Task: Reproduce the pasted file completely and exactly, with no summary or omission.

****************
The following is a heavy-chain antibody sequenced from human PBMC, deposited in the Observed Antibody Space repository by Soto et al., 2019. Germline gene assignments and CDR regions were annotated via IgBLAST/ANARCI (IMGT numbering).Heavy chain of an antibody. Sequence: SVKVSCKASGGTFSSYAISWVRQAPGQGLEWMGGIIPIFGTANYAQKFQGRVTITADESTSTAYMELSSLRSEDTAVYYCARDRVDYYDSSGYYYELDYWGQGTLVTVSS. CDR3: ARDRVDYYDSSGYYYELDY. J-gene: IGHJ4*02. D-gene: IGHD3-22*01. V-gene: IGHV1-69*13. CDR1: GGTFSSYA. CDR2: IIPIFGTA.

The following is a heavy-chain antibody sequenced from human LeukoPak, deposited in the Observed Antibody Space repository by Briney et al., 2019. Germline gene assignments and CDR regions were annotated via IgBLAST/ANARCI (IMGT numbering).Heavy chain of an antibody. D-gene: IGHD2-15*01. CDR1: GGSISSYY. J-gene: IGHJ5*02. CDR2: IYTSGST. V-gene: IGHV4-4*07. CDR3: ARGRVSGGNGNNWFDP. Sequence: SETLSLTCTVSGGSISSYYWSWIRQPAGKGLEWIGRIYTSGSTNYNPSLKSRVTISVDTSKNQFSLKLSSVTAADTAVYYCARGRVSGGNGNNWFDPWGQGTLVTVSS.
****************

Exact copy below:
The following is a heavy-chain antibody sequenced from human PBMC, deposited in the Observed Antibody Space repository by Soto et al., 2019. Germline gene assignments and CDR regions were annotated via IgBLAST/ANARCI (IMGT numbering).Heavy chain of an antibody. Sequence: SVKVSCKASGGTFSSYAISWVRQAPGQGLEWMGGIIPIFGTANYAQKFQGRVTITADESTSTAYMELSSLRSEDTAVYYCARDRVDYYDSSGYYYELDYWGQGTLVTVSS. CDR3: ARDRVDYYDSSGYYYELDY. J-gene: IGHJ4*02. D-gene: IGHD3-22*01. V-gene: IGHV1-69*13. CDR1: GGTFSSYA. CDR2: IIPIFGTA.

The following is a heavy-chain antibody sequenced from human LeukoPak, deposited in the Observed Antibody Space repository by Briney et al., 2019. Germline gene assignments and CDR regions were annotated via IgBLAST/ANARCI (IMGT numbering).Heavy chain of an antibody. D-gene: IGHD2-15*01. CDR1: GGSISSYY. J-gene: IGHJ5*02. CDR2: IYTSGST. V-gene: IGHV4-4*07. CDR3: ARGRVSGGNGNNWFDP. Sequence: SETLSLTCTVSGGSISSYYWSWIRQPAGKGLEWIGRIYTSGSTNYNPSLKSRVTISVDTSKNQFSLKLSSVTAADTAVYYCARGRVSGGNGNNWFDPWGQGTLVTVSS.